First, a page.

Sentence: "Gingerbread? You're sure it was gingerbread
she asked for, Gracie?"
Death comes to a country estate when Lady Truelove is killed
by a horse known for becoming violent. Or was she? Scotland
Yard Assistant Commissioner Joe Sandiland is asked to investigate
but the situation is complicated by Joe's dislike of Sir James
Truelove, who is also patron of Dorcus Jolifee, the woman
Joe hopes to marry.
Cleverly excels at creating a sense of time and place. Here,
we have a very clear picture of the titled/social set in the
1930s from dialogue, which is reflective of the time and suitable
to the various classes; to food
"Joe was glad he'd
taken the hint and declared for the strawberries; the plump
miracles of summer magic were duly served on Delft-patterned
dishes with a matching pot of yellow Devon cream so think
it had to be spooned from the jug."; to dress, "Suit
is from Monsieur Worth and perfume from Mademoiselle Chanel,
Officer." One also can't help but enjoy the inclusion
of several literary passages.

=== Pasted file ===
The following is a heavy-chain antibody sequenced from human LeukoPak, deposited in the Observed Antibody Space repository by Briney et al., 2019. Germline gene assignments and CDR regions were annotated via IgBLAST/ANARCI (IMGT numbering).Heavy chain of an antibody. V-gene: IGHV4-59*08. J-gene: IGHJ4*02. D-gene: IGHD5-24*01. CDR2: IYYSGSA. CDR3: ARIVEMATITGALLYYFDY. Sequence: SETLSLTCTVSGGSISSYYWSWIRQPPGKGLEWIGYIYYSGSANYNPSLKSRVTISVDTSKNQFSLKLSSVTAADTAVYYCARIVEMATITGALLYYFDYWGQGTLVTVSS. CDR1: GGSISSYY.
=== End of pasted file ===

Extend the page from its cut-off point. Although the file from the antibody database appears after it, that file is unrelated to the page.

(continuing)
This is very much a character/relationship-driven story with
wonderful characters. It is rather nice to learn that the
protagonist has shortcomings and to learn more about his background.
However, there is one scene where one might be a bit disappointed
by his attitude. Although Dorcus-known to readers of previous
books-only plays a minor role here, the return of Lily Wentworth,
former PC now working as a private enquiry agent, is delightful.
Dr. Adelaide Hartest is also a wonderful addition to the story.
Enter Pale Death lures you in with bucolic descriptions,
underlain with tension, escalating to a rather shocking scene.
That said, the interesting and unexpected ending could leave
one feeling a bit disconcerted. It will be interesting to
see where things progress from here.